Portland’s reputation as a laid-back escape for post-grad Californians persists, despite evidence to the contrary.
Meanwhile, the city is growing older. The population over 65 is expected to make up 17 percent of the Portland metro area by 2030, up from 11 percent in 2010, according to the AARP.
And City Hall, which officially declared Portland the first “Age-Friendly” city in 2014, is is taking its first concrete steps toward living up to that declaration.
As part of the budget passed last month, City Council will invest $200,000 a year, for two years, into a program called Metropolitan Family Services Experience PDX.
The program aims to connect older adults, aged 50-plus, as tutors with elementary-aged students at “academic risk.” The program is based off of the similarly named MFS Experience Corps, supported by the AARP.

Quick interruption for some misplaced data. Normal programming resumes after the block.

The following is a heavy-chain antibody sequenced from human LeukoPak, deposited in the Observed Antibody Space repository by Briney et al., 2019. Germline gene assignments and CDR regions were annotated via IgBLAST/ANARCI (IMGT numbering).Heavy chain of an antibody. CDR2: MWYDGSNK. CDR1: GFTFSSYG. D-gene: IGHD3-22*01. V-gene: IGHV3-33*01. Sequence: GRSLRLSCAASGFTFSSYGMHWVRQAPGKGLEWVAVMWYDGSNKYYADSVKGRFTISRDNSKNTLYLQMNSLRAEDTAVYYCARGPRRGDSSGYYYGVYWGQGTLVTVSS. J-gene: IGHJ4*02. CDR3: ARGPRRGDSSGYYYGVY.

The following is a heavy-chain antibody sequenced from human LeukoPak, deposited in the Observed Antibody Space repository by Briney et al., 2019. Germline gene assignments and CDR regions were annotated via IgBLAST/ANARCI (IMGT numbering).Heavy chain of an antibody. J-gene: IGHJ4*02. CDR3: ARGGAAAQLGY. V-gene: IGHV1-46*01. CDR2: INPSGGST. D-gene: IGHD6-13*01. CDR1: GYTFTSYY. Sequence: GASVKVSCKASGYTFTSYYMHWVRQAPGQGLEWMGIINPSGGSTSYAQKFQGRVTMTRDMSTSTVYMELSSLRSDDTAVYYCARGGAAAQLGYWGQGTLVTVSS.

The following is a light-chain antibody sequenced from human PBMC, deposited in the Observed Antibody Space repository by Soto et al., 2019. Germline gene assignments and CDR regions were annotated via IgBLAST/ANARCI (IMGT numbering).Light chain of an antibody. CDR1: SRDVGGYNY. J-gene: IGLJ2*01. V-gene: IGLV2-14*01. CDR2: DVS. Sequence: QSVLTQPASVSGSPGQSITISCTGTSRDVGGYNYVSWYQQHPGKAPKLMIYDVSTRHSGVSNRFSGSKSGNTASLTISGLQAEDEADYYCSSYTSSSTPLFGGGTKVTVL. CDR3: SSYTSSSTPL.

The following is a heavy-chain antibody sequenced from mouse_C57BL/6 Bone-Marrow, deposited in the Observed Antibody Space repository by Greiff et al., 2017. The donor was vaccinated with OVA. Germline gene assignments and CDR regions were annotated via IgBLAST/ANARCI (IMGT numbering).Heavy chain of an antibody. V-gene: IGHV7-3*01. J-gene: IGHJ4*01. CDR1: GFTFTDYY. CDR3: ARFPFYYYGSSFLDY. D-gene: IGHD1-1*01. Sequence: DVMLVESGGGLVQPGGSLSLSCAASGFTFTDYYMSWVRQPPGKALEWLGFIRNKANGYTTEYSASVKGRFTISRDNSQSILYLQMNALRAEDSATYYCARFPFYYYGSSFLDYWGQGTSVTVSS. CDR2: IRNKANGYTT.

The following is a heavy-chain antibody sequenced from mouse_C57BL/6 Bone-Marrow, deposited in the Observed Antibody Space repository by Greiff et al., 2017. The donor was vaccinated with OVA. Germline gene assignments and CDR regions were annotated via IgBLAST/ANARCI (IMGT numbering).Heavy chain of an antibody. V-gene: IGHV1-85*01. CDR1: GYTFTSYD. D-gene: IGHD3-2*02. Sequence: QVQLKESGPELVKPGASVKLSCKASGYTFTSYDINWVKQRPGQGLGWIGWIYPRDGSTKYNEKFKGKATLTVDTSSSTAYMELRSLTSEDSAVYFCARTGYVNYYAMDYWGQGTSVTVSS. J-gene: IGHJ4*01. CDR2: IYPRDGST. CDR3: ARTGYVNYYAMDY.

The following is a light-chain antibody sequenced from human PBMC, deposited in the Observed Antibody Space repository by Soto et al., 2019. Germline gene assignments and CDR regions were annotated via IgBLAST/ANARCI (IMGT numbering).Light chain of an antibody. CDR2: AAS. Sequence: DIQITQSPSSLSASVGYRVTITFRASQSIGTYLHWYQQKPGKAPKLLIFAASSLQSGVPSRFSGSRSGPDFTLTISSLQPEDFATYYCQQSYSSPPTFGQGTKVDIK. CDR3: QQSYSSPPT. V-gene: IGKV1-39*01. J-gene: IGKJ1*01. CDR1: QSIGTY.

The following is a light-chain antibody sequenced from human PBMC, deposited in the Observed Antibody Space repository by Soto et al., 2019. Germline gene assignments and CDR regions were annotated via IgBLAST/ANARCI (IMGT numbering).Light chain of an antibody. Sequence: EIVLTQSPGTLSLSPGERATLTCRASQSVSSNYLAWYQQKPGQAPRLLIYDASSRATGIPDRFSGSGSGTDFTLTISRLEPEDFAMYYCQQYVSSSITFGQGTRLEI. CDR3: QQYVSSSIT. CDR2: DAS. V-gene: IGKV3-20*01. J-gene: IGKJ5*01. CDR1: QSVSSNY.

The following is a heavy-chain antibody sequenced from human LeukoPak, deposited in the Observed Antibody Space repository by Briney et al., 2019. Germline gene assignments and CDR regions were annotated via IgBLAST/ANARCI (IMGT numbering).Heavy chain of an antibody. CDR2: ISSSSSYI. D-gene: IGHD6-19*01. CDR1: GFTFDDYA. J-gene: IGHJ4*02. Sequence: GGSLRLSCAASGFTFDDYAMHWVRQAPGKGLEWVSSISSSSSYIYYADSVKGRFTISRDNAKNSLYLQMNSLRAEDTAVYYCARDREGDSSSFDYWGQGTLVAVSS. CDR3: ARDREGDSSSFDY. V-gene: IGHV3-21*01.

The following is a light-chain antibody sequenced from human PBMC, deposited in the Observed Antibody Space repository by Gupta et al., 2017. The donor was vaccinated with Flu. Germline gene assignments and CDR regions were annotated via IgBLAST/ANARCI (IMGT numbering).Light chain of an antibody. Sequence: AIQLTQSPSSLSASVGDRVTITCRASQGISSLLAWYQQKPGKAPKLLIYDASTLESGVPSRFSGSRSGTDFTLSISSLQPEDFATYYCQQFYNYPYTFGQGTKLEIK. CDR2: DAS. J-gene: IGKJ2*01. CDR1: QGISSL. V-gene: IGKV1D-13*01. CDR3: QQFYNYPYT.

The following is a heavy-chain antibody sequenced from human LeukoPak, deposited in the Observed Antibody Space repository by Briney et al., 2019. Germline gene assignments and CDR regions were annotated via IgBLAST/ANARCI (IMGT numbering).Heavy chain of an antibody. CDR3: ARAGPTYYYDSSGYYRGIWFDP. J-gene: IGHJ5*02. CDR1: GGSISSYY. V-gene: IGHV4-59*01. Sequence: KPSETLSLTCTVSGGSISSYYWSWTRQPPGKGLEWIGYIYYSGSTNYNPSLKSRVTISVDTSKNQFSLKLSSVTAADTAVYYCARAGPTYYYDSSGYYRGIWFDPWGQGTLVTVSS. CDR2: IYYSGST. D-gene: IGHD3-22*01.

And it comes with ambitious aims, including getting 80 third-graders to grade-level reading levels, providing 5,000 hours of service and reaching out to over 700 children.
Mentors will be stationed at four “low-resourced” elementary schools: Alder, Mill Park, Sacramento and Woodlawn.
The program will also focus on recruiting on mentors from communities of color.